It’s hard not to splurge when you’re in that holiday mentality and you’ve just downed that obligatory airport pint, but splashing the cash isn’t the only way to make the most out of your mini-break. The Dutch capital Amsterdam is a fantastic European destination for a weekender, with flights for an absolute steal and plenty going on for next to nothing, or even better, free. Here’s a round-up of the top 10 things to do in the capital of the Low Countries that won’t cost you a pretty penny.
A unique urban landscape that combines nature with an industrial water network, and dating back over 400 years, Amsterdam’s canals have become synonymous with the city and feature heavily on Dutch postcards. Lining the canals are the red roofs of typical Flemish-style buildings with their ornamental gables which add to the city’s whimsical charisma. Spend some time getting a feel for the city with a pleasant amble along the canals and watch as locals whizz past on bicycles or idly float by on barge boats.
Sandemans New Amsterdam Tours
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Employing a clever bunch of history buffs and culture vultures, Sandeman’s New Amsterdam Tours operate on a tipping basis, meaning you pay what you can afford as a punter. There are a selection of fascinating guided tours to pick from, including a walk around the famous Red Light District, as well as alternative tours of lesser known parts or street art tours. The tours are a great thing to do on the first day of your trip, so you can get your bearings before the beer-fuelled hangovers begin to hit.
Floating Flower Market
While the flower closely associated with Dutch culture is the brightly coloured tulip, with around two billion being exported each year, there is a serious range of pretty flowers and plants to feast your eyes on at the flower market. What’s more, the market is floating on pretty houseboats, only adding to the overwhelming charm of this quaint Dutch city. The market is open daily and visitors can purchase bulbs as well as single flowers and bunches. Whether you’re a lover of horticulture or not, it’s hard not to be impressed and the market is fun for all (apart from maybe hay fever sufferers).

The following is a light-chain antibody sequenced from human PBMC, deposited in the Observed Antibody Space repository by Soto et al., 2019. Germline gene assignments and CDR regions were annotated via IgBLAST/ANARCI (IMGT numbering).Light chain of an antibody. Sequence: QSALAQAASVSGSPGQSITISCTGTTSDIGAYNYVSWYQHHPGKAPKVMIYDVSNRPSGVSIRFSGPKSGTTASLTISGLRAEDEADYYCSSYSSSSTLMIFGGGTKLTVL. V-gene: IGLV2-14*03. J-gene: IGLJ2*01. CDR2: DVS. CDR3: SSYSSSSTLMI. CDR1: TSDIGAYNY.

The Bimhuis Jazz Venue
For those who enjoy the sophisticated sound of the sax and lovers of all things jazz, The Bimhuis puts on over 300 concerts annually and is located right in the heart of the city. If you find yourself in Amsterdam on a Monday and are looking to unwind after a busy weekend, The Bimhuis has a free monthly night called Monday Match, where dancers and musicians collaborate to create an impressive improvised performance. At around 10pm a DJ takes over to keep the night going into the early hours.
Albert Cuyp Market
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We do love a good market – there’s just something about the hustle and bustle of excited shoppers and the colourful sights, sounds and smells of vibrant city streets come to life that is truly exhilarating. Even if you’re keeping an eye on the purse strings, local markets are an intrinsic part of every culture and Amsterdam’s Albert Cuyp Market is no different, with stalls selling wooden clogs, Dutch cheeses and freshly prepared stroopwafels (tasty caramel waffels originating from Holland) an interesting insight into Flemish culture. The market is open six days a week and exploring its many stands fills up a spare hour or two in the city.